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Missionary Spotlight – Christianity in Serbia

April 2008 | by Kristian Kahrs

Christianity in Serbia

 

Serbia accepted Eastern Christianity in the 12th century AD for political reasons. The epic battle of Kosovo in 1389 influenced the spread of Christianity in the region – although the Serbs lost the battle, it slowed down Turkey’s attempts to islamise Europe.

 

While the Ottoman Empire held sway (1300-1922), the Serbian Orthodox Church protected Serbian culture from Islam. However, some living in today’s Bosnia, Kosovo and Albania supported the Turks, and their communities are now primarily Muslim.

     Fifty years after the Protestant Reformation in Germany, the first Lutheran church was established in northern Serbia. Other Protestant missionaries arrived here in the late 18th and early 19th centuries.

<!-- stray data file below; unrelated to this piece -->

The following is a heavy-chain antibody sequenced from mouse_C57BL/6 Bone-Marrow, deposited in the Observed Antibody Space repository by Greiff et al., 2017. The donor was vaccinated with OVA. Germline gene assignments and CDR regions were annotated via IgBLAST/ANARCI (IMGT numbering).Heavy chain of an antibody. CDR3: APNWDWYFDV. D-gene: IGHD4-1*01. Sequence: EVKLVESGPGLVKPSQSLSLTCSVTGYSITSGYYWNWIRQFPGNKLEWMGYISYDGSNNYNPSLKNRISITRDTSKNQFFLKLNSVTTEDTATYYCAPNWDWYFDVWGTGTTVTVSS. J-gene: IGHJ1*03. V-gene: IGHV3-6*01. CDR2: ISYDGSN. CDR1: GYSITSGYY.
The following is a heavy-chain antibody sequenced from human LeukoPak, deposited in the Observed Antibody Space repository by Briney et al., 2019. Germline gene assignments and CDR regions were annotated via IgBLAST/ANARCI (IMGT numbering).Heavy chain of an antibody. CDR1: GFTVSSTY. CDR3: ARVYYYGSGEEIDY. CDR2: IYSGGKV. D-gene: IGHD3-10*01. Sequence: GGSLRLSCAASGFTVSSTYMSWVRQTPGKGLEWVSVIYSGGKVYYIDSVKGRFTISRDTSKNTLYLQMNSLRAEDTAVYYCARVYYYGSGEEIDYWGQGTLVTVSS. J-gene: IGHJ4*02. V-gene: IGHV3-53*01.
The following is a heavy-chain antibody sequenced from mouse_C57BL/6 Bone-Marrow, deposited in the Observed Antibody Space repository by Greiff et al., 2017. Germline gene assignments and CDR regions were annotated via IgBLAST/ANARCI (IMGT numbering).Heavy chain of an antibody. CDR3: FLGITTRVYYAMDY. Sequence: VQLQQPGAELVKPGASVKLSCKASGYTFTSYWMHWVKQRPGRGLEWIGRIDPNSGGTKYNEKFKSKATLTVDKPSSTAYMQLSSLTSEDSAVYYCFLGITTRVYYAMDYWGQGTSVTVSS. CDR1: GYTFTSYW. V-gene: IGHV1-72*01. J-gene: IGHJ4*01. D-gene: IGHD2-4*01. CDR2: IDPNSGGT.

The first Evangelical churches appeared in Vojvodina in northern Serbia, primarily among Hungarian and Slovak immigrants. By World War I, several evangelical churches had been established. Also a group of evangelical Christians in Belgrade were meeting together.

     In the second half of the 20th century a man with links to the Scottish royal family – Francis Harford MacKenzie (1933-95) – moved to Serbia. He started the first Protestant church in Belgrade, and encouraged the translation of the Bible into Serbian. He was a great help to the believers.

     Before the Second World War, there was a revival in the Nazarene church. After this the Communists came to power and Christian work was restricted. Christian discipleship in Serbia became difficult, although the Serbian church did not suffer as much as other churches in the eastern bloc.

     Between 1950 and 1980 Evangelical churches were established in most of the major cities of Serbia.

Kristian Kahrs

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Serbia